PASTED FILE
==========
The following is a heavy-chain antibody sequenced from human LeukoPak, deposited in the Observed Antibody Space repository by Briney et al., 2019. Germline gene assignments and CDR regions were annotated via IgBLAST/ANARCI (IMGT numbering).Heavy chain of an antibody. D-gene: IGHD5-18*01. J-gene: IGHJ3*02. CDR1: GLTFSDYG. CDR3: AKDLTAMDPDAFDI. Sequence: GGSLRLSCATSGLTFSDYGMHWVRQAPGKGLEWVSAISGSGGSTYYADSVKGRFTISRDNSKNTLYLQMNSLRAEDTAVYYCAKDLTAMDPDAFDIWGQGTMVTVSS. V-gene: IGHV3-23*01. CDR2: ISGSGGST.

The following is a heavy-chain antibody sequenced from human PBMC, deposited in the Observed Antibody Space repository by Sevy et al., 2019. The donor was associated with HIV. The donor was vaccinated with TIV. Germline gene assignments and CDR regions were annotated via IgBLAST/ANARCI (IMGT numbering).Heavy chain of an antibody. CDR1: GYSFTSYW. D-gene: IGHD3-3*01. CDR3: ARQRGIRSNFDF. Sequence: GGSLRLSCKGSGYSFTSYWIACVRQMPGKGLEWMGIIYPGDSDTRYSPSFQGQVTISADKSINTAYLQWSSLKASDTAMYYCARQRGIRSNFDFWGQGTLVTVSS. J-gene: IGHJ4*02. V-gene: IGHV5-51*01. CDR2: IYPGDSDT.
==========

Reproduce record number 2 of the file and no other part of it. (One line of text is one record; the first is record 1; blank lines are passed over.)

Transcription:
The following is a heavy-chain antibody sequenced from human PBMC, deposited in the Observed Antibody Space repository by Sevy et al., 2019. The donor was associated with HIV. The donor was vaccinated with TIV. Germline gene assignments and CDR regions were annotated via IgBLAST/ANARCI (IMGT numbering).Heavy chain of an antibody. CDR1: GYSFTSYW. D-gene: IGHD3-3*01. CDR3: ARQRGIRSNFDF. Sequence: GGSLRLSCKGSGYSFTSYWIACVRQMPGKGLEWMGIIYPGDSDTRYSPSFQGQVTISADKSINTAYLQWSSLKASDTAMYYCARQRGIRSNFDFWGQGTLVTVSS. J-gene: IGHJ4*02. V-gene: IGHV5-51*01. CDR2: IYPGDSDT.